A safe browser is the basic necessity and right of every online user in the digital age. The safest browser; however, must be like your home where you can do anything without the fear of anybody watching. However, the case is slightly different in reality. You are being continuously watched by;
- The websites you visit
- Internet Service Providers (ISPs)
- Government agencies
Unfortunately, these agents won’t stop out of ethical obligation as the invasion of privacy is extremely beneficial and profitable for them, and browsers are a gold mine of user information. You must digest the fact that browsers have been targeted in the past and they will be targeted in the future as well.
The solution remains in your hands – whether you are bothered enough to take action or you don’t care at all. Well, this guide is for people who like to take their online privacy and security in their own hands. We have compiled an in-depth discussion on the situation of popular browsers, the actual safest browsers, the add-ons and extensions, and some other tricks to improve the browsers’ privacy and security.
The Current Situation Of The Most Popular and Secure Browsers
There are plenty of browsers out there but most masses are stuck on one or two options. We are going to see how these so-called perfectly fine browsers perform in the privacy department. Are they worth your time or just minting personal information for advertising gain?
Google Chrome – A So-called Secure Web Browser
The first name has to be Google Chrome since Google products are widely used in the world. It gets full points in terms of security against outside invasion. However, the privacy area is as messed up as we expected.
The basic reason is, in hindsight, Google is a data collection machine. It runs its business by collecting info about users and ruling the advertising industry. For this very reason, we recommend finding alternatives to Google products, not just Chrome.
Internet Explorer/Edge – Opposite Of The Most Private Browser
Microsoft is another giant building its empire based on user information collected via different products including Windows and Internet Explorer/Edge. The same issue persists here as well. Again, we will advise users to quit Microsoft products and find better alternatives.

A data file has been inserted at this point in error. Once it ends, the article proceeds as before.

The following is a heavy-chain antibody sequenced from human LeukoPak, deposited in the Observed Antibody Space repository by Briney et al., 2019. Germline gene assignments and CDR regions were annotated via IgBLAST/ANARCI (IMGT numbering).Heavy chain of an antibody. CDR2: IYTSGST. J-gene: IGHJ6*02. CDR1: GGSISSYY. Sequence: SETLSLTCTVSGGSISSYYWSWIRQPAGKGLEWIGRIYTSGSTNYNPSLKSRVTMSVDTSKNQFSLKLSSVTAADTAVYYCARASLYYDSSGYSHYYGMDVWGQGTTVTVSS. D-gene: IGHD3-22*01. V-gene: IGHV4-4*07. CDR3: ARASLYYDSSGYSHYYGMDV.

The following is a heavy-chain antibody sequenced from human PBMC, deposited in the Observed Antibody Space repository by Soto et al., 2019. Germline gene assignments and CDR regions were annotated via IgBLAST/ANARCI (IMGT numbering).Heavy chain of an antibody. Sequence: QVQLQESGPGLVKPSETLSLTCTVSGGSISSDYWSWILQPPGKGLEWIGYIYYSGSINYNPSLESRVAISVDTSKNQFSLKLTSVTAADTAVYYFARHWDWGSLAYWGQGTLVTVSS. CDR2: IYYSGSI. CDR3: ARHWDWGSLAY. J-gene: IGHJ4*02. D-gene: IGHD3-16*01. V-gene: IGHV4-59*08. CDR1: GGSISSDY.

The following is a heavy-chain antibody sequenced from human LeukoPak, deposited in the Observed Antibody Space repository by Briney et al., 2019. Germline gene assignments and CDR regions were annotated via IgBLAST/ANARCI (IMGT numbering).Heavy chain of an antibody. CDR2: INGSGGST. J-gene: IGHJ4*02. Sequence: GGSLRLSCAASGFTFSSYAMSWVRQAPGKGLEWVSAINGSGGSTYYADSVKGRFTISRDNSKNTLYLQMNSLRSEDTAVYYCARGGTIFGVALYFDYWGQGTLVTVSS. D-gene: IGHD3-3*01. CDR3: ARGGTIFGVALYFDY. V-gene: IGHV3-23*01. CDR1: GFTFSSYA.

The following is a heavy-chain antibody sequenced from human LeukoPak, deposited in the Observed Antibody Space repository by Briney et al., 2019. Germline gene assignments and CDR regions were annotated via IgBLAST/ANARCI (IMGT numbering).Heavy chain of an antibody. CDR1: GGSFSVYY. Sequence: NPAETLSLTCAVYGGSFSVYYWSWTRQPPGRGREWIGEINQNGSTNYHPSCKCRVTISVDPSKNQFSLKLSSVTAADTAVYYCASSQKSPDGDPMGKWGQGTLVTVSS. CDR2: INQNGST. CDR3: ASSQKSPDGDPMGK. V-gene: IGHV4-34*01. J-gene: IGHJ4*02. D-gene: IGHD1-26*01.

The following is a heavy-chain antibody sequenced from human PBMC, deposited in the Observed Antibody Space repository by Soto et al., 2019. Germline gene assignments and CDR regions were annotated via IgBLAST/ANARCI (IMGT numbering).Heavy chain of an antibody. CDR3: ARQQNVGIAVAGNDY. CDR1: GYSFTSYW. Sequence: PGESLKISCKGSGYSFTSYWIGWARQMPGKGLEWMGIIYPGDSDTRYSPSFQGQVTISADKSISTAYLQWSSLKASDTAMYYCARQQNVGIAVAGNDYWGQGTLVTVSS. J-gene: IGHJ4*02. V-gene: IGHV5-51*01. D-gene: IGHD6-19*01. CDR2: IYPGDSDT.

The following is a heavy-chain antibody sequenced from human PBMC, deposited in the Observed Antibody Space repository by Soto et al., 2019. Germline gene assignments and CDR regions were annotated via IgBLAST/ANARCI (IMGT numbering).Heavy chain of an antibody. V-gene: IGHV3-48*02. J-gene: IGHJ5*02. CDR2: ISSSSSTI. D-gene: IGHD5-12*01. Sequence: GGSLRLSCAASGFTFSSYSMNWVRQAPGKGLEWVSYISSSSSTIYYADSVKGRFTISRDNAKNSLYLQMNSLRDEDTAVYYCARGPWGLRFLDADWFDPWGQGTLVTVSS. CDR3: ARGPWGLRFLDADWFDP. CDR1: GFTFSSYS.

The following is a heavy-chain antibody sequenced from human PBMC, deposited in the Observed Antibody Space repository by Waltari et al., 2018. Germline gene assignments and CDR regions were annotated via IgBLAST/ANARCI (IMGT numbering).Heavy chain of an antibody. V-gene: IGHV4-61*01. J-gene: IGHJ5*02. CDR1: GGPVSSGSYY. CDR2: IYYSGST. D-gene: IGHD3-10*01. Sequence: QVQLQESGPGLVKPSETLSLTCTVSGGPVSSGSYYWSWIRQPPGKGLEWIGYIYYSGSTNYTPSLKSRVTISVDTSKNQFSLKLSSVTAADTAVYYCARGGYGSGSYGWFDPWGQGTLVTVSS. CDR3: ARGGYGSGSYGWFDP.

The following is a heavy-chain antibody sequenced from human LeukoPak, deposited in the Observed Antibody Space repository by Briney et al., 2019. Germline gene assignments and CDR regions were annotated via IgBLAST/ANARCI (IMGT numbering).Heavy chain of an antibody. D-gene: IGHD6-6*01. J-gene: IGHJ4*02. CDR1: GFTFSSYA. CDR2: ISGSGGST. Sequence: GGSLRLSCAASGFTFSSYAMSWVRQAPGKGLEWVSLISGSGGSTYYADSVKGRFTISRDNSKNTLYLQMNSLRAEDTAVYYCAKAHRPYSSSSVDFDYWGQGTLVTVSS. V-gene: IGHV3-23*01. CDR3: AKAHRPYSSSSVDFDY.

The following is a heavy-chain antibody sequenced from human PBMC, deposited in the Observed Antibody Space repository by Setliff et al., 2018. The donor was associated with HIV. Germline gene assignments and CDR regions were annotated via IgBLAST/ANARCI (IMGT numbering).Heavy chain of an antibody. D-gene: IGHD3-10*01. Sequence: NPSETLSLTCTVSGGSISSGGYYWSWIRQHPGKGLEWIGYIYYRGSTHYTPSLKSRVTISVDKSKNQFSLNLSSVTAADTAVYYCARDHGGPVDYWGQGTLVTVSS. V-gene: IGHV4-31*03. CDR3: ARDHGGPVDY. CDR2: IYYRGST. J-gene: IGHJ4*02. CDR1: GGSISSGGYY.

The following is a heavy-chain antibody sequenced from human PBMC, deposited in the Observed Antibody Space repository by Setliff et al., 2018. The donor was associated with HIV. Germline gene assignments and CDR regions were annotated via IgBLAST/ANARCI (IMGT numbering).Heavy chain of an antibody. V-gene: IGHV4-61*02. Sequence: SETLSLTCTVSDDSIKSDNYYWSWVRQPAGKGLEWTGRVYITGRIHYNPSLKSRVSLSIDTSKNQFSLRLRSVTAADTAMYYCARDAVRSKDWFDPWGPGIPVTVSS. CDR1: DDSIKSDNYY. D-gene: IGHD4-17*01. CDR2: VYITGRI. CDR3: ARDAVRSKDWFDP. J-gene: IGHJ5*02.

Another worth mentioning fact is Microsoft Internet Explorer and Edge are closed source browsers so no one can tell what’s going on inside.
Opera – Browser Privacy At Stake
A browser that has the audacity to say openly that it will share your personal data with third parties isn’t worth your time. Also, Opera is now owned by a large Chinese conglomerate and we don’t know the privacy status as per the Chinese rules and regulations.
Safari – Is It The Best Private Browser
Safari – the default browser for Apple users isn’t as bad as others. In terms of privacy, it scores good marks. However, we cannot trust it completely due to a number of reasons, which are;
Reason no. 1: Apple’s participation in the NSA PRISM program.
Reason no. 2: Even in anonymous mode, Apple collects browsing history.
Reason no. 3: Apple stole Safari’s browsing history, even after deletion by users.
In addition, we would like to mention that Apple’s Safari is better than Microsoft and Google. It applies cross-site tracking protection and automatically stops third-party cookies.
The Safest Browsers For Acing The Privacy Front
It is clear that popular browsers are just playing with your emotions. They are like the expensive brands that cash their names and fail to deliver quality. Of course, the famous browsers offer great in functionality but at the cost of your privacy. Your personal data is being sold to advertisers without your consent or knowledge. We don’t know if the trade-off is fair enough.